Times are hard. Many families have to pick which bills they will pay each month. Unfortunately, health insurance premiums are not exempt from this decision. Most health insurance providers have a “grace period,” usually lasting a month to three months. During this grace period you can make late payments, and the buyer can maintain coverage. However, what if you’ve already missed a payment? What can happen to your coverage, and what will happen next? This week, read on to learn what happens if you don’t pay your premium.

First Off

The simplest answer is that if you don’t pay your premium and your grace period expires for a plan offered in a health insurance marketplace, your coverage will end. When your coverage ends, you will lose your benefits. However, some factors can change how long your grace period is. For example, the company might consider whether or not you’ve paid at least one premium in the year. Outside factors also come into play, such as whether or not someone else subsidizes your insurance.

Grace Periods

A three-month grace period usually applies to individuals with federal subsidies and those who paid a full month’s premium previously. Those who don’t meet these criteria have a grace period of one month. This also applies to plans purchased outside of the health insurance marketplace, as those are not eligible for subsidies.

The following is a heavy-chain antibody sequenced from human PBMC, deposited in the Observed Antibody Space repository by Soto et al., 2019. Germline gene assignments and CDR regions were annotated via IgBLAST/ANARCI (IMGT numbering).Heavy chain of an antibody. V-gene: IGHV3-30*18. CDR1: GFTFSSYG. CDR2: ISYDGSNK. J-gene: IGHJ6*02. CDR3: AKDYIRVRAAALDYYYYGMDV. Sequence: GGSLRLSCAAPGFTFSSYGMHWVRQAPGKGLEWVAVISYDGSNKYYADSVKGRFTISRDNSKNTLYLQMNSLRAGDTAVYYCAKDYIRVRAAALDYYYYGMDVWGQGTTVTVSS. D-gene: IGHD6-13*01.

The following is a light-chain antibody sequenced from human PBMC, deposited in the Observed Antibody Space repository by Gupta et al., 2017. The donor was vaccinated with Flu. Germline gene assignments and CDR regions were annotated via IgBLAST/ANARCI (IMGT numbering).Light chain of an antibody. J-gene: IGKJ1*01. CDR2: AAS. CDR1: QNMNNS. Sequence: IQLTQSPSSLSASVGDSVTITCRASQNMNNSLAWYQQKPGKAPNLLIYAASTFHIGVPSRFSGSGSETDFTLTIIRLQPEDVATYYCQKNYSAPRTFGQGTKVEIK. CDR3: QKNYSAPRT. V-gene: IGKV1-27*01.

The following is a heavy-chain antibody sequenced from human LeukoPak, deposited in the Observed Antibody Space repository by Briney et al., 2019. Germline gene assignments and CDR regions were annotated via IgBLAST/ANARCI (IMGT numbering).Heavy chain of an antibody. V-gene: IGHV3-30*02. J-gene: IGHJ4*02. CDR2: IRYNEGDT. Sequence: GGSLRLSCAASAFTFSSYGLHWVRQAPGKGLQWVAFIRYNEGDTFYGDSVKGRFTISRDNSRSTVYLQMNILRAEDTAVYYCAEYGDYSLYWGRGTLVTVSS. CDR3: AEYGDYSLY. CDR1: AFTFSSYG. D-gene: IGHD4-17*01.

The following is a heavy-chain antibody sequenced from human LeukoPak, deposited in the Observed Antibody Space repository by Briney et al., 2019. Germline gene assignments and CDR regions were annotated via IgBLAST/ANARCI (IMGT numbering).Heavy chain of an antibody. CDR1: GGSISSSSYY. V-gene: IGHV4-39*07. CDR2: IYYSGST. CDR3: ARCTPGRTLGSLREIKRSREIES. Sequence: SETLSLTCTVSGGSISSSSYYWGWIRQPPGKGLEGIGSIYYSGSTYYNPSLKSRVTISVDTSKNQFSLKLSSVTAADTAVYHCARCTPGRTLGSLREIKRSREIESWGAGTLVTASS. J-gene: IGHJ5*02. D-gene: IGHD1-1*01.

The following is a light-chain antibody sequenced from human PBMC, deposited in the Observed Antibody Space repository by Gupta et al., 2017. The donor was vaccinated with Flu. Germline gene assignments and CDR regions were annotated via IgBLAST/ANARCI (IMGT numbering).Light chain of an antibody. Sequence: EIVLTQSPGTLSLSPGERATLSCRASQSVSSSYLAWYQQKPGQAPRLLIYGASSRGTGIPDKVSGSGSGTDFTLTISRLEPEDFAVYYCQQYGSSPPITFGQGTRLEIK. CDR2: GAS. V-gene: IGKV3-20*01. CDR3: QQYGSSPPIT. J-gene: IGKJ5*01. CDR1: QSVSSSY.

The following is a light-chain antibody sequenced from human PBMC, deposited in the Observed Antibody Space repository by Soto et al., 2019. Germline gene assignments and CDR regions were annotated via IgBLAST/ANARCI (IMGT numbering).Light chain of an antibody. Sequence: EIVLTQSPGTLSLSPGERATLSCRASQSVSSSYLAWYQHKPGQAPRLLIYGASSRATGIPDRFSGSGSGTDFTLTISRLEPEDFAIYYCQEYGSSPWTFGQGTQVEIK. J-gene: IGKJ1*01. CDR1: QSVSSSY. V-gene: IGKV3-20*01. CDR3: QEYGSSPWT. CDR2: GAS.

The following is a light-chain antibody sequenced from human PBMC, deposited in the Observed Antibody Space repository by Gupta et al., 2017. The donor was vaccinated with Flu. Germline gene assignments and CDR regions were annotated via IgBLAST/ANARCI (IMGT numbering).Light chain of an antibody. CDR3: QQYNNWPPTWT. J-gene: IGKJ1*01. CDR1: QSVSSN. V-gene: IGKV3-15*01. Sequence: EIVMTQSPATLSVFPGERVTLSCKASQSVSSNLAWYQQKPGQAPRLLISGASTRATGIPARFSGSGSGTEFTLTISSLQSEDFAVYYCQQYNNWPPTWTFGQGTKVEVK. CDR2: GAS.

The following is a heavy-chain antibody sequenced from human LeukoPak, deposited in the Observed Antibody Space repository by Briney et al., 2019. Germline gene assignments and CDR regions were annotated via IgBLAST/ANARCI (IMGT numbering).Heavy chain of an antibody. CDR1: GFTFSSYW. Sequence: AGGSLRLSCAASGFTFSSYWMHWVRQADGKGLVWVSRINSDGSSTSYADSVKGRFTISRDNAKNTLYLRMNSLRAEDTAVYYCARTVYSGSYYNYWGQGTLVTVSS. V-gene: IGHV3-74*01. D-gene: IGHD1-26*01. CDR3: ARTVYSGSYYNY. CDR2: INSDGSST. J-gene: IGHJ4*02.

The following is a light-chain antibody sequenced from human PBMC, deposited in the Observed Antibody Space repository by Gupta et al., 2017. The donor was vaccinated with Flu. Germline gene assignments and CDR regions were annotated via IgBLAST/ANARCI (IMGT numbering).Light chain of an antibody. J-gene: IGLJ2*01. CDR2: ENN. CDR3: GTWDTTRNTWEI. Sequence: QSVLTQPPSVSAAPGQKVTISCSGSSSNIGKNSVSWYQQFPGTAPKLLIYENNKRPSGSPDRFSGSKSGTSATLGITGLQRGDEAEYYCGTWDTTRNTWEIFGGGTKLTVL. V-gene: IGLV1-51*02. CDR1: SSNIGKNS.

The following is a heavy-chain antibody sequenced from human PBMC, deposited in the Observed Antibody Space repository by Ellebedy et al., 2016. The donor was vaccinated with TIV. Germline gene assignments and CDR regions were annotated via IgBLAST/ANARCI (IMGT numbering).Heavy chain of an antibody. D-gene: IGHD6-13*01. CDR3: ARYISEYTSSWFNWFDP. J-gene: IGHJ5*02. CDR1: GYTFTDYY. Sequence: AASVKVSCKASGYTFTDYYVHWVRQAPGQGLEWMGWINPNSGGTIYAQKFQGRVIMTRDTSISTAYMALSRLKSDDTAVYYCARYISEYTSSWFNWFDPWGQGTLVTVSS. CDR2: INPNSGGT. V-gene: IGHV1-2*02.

Enrollees who do not receive subsidies may even have their coverage terminated retroactively to the end of the month where the premium was last paid. If that happens, it means you may lose benefits for a recent medical bill.

Those who receive subsidies will lose coverage if their premiums go beyond three months overdue. At that point, coverage will retroactively terminate to the end of the first month of the grace period. Suppose June is the first month of payments that you miss. Then, you receive medical care at some point in July. At the end of August, if you don’t pay, your July appointment will come out of your pocket.

Catching Up

For your coverage to remain in place at the end of your grace period, you will have to be fully paid up at the end of the grace period. This means that if you miss three months of payment, you must provide three months of payment before the end of the grace period. Additionally, if your coverage is terminated back to the end of your first month, your subsidy is also lost for the first month of that grace period. This means you will have to pay back the subsidy when you do your taxes.

What Comes Next?

If you lose your coverage in the marketplace because of a failure to pay premiums, you will not be able to rejoin a marketplace health plan until a new open enrollment begins. Certain qualifying events may allow you to anyway, but most of these events have a prior coverage prerequisite and are meant to allow a person to switch plans rather than gain insurance from a place of not being insured. In addition, when you are uninsured, even if that winds up being in your grace period, you will be responsible for medical bills that you incur.